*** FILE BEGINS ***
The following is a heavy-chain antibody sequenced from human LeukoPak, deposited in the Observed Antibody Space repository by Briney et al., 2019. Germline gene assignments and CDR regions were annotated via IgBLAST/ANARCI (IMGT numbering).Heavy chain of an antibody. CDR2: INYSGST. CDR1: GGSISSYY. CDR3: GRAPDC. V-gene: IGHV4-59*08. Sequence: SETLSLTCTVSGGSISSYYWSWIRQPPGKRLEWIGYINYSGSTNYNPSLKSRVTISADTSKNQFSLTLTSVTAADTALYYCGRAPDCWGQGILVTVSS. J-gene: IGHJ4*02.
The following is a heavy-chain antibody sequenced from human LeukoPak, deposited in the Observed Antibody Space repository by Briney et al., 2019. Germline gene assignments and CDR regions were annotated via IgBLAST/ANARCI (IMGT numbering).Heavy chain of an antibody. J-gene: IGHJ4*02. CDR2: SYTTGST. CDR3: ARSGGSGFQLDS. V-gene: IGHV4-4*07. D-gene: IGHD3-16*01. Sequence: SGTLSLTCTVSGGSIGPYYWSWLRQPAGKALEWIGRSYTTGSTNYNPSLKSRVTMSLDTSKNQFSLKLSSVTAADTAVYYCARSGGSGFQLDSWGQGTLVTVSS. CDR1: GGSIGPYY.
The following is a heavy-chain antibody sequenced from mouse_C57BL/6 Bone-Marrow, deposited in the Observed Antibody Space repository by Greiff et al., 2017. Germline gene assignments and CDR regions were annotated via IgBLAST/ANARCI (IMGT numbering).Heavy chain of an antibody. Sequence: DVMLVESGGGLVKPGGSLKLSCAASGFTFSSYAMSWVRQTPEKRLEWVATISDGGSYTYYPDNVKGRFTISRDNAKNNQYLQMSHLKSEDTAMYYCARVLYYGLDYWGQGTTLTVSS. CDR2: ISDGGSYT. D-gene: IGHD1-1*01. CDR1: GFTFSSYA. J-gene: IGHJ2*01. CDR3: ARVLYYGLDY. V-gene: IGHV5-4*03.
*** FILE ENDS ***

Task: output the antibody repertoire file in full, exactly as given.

The following is a heavy-chain antibody sequenced from human LeukoPak, deposited in the Observed Antibody Space repository by Briney et al., 2019. Germline gene assignments and CDR regions were annotated via IgBLAST/ANARCI (IMGT numbering).Heavy chain of an antibody. CDR2: INYSGST. CDR1: GGSISSYY. CDR3: GRAPDC. V-gene: IGHV4-59*08. Sequence: SETLSLTCTVSGGSISSYYWSWIRQPPGKRLEWIGYINYSGSTNYNPSLKSRVTISADTSKNQFSLTLTSVTAADTALYYCGRAPDCWGQGILVTVSS. J-gene: IGHJ4*02.
The following is a heavy-chain antibody sequenced from human LeukoPak, deposited in the Observed Antibody Space repository by Briney et al., 2019. Germline gene assignments and CDR regions were annotated via IgBLAST/ANARCI (IMGT numbering).Heavy chain of an antibody. J-gene: IGHJ4*02. CDR2: SYTTGST. CDR3: ARSGGSGFQLDS. V-gene: IGHV4-4*07. D-gene: IGHD3-16*01. Sequence: SGTLSLTCTVSGGSIGPYYWSWLRQPAGKALEWIGRSYTTGSTNYNPSLKSRVTMSLDTSKNQFSLKLSSVTAADTAVYYCARSGGSGFQLDSWGQGTLVTVSS. CDR1: GGSIGPYY.
The following is a heavy-chain antibody sequenced from mouse_C57BL/6 Bone-Marrow, deposited in the Observed Antibody Space repository by Greiff et al., 2017. Germline gene assignments and CDR regions were annotated via IgBLAST/ANARCI (IMGT numbering).Heavy chain of an antibody. Sequence: DVMLVESGGGLVKPGGSLKLSCAASGFTFSSYAMSWVRQTPEKRLEWVATISDGGSYTYYPDNVKGRFTISRDNAKNNQYLQMSHLKSEDTAMYYCARVLYYGLDYWGQGTTLTVSS. CDR2: ISDGGSYT. D-gene: IGHD1-1*01. CDR1: GFTFSSYA. J-gene: IGHJ2*01. CDR3: ARVLYYGLDY. V-gene: IGHV5-4*03.